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Ignatius Onimawo

Ambrose Alli University, Nigeria

Title: Vitamin A supplementation programme in Nigeria- Challenges and prospects

Biography

Ignatius Onimawo obtained his Ph.D. in Human Nutrition from University of Ibadan. He is Head of Department of Human Nutrition and Dietetics of Michael Okpara University of Agriculture, Umudike. Formerly he was the Editor-in-Chief of the Nigerian Journal of Nutritional Sciences and currently the Director of Academic Planning, Ambrose Alli University Ekpoma, Nigeria. He has more than 90 papers published in reputed national and international journals. He is currently the Secretary General of the Federation of African Nutrition Societies. He has authored two books and was a co author for four other books.

Abstract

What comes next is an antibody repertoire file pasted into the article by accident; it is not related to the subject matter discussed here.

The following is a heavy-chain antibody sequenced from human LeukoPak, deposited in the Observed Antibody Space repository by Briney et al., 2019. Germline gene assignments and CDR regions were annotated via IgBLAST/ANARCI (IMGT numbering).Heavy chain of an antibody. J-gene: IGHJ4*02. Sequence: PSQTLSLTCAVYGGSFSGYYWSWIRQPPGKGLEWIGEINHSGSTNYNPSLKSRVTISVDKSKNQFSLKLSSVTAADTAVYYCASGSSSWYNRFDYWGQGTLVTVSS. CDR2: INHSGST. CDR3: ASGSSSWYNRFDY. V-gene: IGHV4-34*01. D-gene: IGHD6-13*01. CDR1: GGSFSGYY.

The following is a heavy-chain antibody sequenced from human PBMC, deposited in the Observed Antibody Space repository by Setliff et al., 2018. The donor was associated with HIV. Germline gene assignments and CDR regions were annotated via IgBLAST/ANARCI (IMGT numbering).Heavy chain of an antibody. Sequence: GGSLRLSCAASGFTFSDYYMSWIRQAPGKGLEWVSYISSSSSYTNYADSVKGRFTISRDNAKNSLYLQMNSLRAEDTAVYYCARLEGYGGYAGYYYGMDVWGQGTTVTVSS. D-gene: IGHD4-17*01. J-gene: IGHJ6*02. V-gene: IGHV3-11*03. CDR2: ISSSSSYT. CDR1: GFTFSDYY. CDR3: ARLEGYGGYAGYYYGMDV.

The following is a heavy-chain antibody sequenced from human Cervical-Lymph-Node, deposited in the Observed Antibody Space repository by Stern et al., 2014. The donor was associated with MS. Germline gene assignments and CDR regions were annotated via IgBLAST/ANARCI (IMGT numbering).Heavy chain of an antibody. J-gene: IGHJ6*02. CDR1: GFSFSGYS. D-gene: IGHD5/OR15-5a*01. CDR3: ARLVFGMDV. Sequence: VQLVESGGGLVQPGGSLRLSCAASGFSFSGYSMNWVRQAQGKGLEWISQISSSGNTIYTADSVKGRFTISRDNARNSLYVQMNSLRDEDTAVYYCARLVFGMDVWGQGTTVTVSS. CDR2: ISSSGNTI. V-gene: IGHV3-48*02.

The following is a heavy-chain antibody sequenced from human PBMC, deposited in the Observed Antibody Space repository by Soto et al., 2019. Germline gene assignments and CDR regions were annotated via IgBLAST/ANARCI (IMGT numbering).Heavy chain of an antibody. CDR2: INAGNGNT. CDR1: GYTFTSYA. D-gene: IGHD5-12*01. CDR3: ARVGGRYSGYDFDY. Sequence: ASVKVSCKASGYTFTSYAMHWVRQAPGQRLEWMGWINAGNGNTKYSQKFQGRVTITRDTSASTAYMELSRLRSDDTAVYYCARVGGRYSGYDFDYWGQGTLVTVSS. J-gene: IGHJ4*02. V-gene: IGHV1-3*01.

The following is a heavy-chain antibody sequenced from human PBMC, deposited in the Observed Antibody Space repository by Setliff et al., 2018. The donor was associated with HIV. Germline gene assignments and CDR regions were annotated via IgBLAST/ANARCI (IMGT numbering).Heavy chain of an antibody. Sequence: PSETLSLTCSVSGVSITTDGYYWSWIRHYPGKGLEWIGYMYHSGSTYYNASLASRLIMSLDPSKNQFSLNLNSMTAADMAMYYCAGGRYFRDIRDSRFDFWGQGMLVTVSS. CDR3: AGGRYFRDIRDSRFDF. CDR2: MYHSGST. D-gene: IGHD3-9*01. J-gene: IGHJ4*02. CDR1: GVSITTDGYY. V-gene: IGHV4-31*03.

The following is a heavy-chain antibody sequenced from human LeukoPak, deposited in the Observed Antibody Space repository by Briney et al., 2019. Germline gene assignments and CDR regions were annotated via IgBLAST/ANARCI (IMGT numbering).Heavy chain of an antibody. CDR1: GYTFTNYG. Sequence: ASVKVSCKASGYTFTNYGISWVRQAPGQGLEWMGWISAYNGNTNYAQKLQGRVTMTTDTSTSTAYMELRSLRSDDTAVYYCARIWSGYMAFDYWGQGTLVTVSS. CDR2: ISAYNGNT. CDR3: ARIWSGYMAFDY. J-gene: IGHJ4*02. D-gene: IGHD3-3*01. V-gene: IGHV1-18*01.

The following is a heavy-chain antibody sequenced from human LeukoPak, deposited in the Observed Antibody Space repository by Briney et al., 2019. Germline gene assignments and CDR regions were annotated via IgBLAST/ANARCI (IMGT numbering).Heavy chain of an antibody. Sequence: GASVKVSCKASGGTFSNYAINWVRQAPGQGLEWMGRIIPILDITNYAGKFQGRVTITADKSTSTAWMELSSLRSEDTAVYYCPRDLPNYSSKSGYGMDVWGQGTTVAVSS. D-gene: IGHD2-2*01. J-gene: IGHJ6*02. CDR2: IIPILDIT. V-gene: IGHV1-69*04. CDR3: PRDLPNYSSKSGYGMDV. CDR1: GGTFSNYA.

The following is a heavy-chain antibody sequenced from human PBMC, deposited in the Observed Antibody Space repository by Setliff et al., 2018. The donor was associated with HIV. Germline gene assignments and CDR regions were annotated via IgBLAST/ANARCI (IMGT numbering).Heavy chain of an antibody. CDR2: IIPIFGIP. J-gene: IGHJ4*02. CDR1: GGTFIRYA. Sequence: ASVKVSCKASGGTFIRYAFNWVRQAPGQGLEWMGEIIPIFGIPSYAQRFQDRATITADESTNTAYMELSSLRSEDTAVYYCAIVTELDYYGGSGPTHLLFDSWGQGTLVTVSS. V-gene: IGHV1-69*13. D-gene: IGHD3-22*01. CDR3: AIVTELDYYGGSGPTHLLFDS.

Background and Objectives: Vitamin A supplementation has been carried out in Nigeria for over the past twelve years. It is therefore necessary to assess the progress made in vitamin A supplementation and the challenges experienced. Methods: Reports from various monitors and supervisors were analysed from all over the country. The NDHS (1999, 2003, and 2008) were used as secondary sources of information. Results: Under-five mortality rate in Nigeria was 200/1000 live birth in 1999 (NDHS 1999) and this informed the need to include vitamin A supplementation as a plus in the national immunization days (NIDs). The NID programme was later change to national immunization plus days (NIPDs) thus regarding vitamin A as a plus in the program. NIPDs were essentially implemented as a WHO led program and this led to resistance by the WHO-supported health workers to accommodate input from UNICEF that brought in the VACs as a component of the NIPDs. There was mutual suspicion between WHO assisted health workers and nutrition professionals who saw themselves as the owner of VACs and were remunerated by UNICEF. There were also disparity in the remuneration between health workers supported by WHO and those supported by UNICEF. Some health workers could not administer VACs correctly due to poor training. In some cases political considerations informed the recruitment of adhoc staff who had no knowledge of the program and could not administer both the vaccines and VACS. Data management was poorly carried out and some WHO staff refused to record the data on vitamin A. Poor micro-plans and supply of enough quantities of VACs, scissors, wipes and tally sheets were also observed. Conclusion: Despite these challenges, vitamin A coverage for under-five children had risen from initial 27% in 1999 to 75% in 2011. This has also positively affected the under-five mortality by reducing it to 157/1000 live birth (NDHS, 2008).

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